It's not all about introducing characters, of course. There must be action. Some of it recalls elements of other Superman origins, most notably catching a plane in his first public appearance, but usually, they try to do something new. His lifting Lois' entire car before giving her an interview, for example. And they really do keep the best animation for the climax. That fight between Supes and the Lex-suit is terrific. Well-choreographed mayhem, an interesting speed effect the Flash would be lucky to have, the way the cement truck is riddled with bullets, Superman himself throwing bullets back at the bad guys...The show revels in the kind of stunts BTAS couldn't very well achieve. We're off to a great start.
IN THE COMICS: Many of the details mirror the then-several years old post-Crisis version of Superman's story. Lana Lang, the childhood crush who knows his secrets. Ma Kent keeping a scrapbook of his adventures as a mysterious guardian angel (so no Superboy). Lex as a crooked businessman that leaves no evidence lying around. Lois and Lex having once dated. Ron Troupe as a member of the Daily Planet staff, and Bibbo the halfway-reliable contact down on the docks (things may change once Superman becomes his favrit). And Superman saving a plan as his first truly public deed. Some references don't yet come to fruition, but we do see Krypto as a puppy on Krypton (so did he die with the planet, then?); Pete Ross in the school yard; Inspector Henderson is apparently leading the police force; and STAR Labs is a thing. The show also makes clear that this version of Superman is Clark Kent FIRST, and the Man of Steel merely an assumed identity. This too is straight out of the post-Crisis era and made a break from previous versions that made Krypton a more important influence in his life.
But there are important differences too. Krypton is a far less austere world than Byrne's re-imagining would have had it, and with its crazy animals and landscapes, closer to the Silver and Bronze Age versions. Jor-El and Lara are correspondingly warmer characters and had the chance to hold baby Kal-El in their arms (Byrne's Kal was born on Earth from a gestation machine on the rocket). There's mention of the Phantom Zone where criminals are imprisoned, so expect some of those villains eventually. Lara's father was Lor-Van in the comics, not Sul-Van. Brainiac is very different, as in the comics he is a superintelligent Coluan tyrant who is only eventually turned into a machine. Though he'd taken the Kryptonian city of Kandor at some point, he had no real connection to the planet the way he does here. They've amalgamated the character with the Eradicator, an ancient artifact that contained all the knowledge of Krypton and in a story arc called "Last Son of Krypton", affected Superman's mind so that he wanted to restore Krypton on Earth. Later, the Eradicator manifested as a humanoid being trying to do the same, which is where this Brainiac is headed. Angela Chen is an invention of the animated series, likely a stand-in for the Bronze Age Lana. The rogue nation of Kaznia is too, and has since been adopted by the CW live action shows. Corben the mercenary is someone we'll discuss in more detail once Metallo appears.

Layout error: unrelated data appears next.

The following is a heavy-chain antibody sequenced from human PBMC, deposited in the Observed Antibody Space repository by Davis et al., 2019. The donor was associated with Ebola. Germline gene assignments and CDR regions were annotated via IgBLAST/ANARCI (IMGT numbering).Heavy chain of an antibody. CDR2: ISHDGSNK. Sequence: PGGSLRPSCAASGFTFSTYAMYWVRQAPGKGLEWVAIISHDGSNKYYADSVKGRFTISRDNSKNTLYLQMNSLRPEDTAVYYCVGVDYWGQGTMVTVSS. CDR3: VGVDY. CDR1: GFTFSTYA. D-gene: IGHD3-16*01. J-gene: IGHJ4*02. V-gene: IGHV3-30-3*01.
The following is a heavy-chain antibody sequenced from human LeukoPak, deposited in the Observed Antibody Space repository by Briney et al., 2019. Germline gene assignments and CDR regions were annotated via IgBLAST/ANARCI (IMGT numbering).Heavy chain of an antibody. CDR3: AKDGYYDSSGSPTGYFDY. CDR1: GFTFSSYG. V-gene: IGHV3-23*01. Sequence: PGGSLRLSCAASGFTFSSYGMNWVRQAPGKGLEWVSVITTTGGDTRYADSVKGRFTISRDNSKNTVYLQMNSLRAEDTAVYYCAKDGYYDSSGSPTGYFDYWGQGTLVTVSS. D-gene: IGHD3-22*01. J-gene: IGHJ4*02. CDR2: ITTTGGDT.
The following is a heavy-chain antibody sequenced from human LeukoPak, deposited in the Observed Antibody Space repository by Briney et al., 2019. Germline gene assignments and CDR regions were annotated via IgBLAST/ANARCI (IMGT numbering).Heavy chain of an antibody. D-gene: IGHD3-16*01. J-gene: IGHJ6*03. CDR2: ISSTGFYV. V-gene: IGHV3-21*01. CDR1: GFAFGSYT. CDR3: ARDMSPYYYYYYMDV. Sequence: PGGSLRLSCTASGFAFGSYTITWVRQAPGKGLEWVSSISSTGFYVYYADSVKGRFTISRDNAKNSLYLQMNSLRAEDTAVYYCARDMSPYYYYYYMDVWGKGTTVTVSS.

SOUNDS LIKE: Superman is played by Tim Daly (Wings, The Fugitive), Lois Lane by the incomparable Dana Delaney (China Beach, Desperate Housewives, Body of Proof), and Lex Luthor by Clancy Brown (Highlander, and having rejoined the DCU as General Eiling, The Flash), though the physical model is obviously Telly Sevales. John Corben (eventually Metallo) is voiced by Malcolm "Clockwork Orange" McDowell (and is HE based on James Coburn?). Recognizable character actor Christopher McDonald (Darryl in Thelma & Louise) voices Jor-El, while Lara is Finola Hughes, who last played a superhero in Generation X as Emma Frost. Her father Sul-Van is Tony Jay, whose Superman connection is playing Nigel St.John on Lois & Clark. As Brainiac, Corey Burton, Shockwave from Transformers (and many many DCAU roles from this point on). On Earth, Mike Farrell plays Pa Kent; he was B.J. Hunnicut on the series M*A*S*H; Ma Kent is voiced by Shelley Fabares, Farrell's real-life wife, best-known for Coach. For Perry White, they got George Dzundza, the Ventriloquist's voice. David Kaufman plays Jimmy Olsen; he also doubled for Michael J. Fox on the Back to the Future cartoon. As Angela Chen, Lauren Tom, who was Ross' girlfriend Julie on Friends. Brad Garrett from Everybody Loves Raymond plays Bibbo. And Ron Troupe is voiced by Dorian Harewood (Full Metal Jacket's Eightball).
REWATCHABILITY: Sky High - A brilliant reinvention of the Superman legend, with just enough that's familiar, and just enough that's new. A template for how to "reboot" a superhero universe.